Homogeneity and other exposure factors were analyzed by using Chi-square Test for percentage differences and Fischer's Exact Test for absolute frequencies (n < 5). Analysis of agreement in measurement comparing children's and parents' questionnaires was accomplished by using the Symmetric Test. It analyses how different the answers were.
The present study was approved by the ethics committee of research (number 940/2009). Written consent was obtained from all parents and verbal consent from all children.
Samples from public and private schools were similar in gender and age, but Chi-Square Test showed a significant difference among schools with regard to parents' educational level (Table 1).
Twenty nine percent of the children reported some trouble understanding what people say, 0.6% said they always had some trouble. According to parents' information, 36.1% of the children had history of one to three ear infections, 12.7% had had four or more ear infections and 2.5% did not know. The number of previous ear infections was not associated with parent's educational level (p = 0.639, Chi Square Test).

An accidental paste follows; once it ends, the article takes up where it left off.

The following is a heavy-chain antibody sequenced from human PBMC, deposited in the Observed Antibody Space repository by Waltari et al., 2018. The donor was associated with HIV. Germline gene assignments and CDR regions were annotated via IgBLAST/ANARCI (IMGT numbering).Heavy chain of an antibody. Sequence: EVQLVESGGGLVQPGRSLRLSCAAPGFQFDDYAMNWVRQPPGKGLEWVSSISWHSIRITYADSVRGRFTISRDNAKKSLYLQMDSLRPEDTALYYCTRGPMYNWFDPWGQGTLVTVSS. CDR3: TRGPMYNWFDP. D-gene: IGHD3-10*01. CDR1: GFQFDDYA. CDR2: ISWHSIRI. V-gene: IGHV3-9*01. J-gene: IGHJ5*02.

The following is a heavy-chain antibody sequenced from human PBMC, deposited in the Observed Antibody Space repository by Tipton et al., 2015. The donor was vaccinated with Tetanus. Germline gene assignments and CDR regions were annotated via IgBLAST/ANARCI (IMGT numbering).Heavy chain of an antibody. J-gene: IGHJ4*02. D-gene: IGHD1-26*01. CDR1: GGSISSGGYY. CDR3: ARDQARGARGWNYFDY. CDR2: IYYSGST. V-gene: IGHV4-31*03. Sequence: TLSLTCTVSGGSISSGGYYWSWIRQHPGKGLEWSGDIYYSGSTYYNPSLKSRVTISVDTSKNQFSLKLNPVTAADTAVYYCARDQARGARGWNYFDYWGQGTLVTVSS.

Despite the prevalence of self-reported hearing complaints and history of ear infections, only 10.4% had had an audiometric test, and almost 2/3 of them were from private schools. Table 2 displays the association of the audiometric test taken with parent's educational level, children's and parents' complaints and history of ear infections.
Excluding missing data from 13 children, the number of children with phantom auditory perception was 135 (28.4%). After classifying the perceptions, three categories were found: continuous tinnitus, such as a continuous ring or hum (n = 103/21.7%), pulsatile tinnitus (n = 18/3.8%) and AHs (n = 14/2.9%).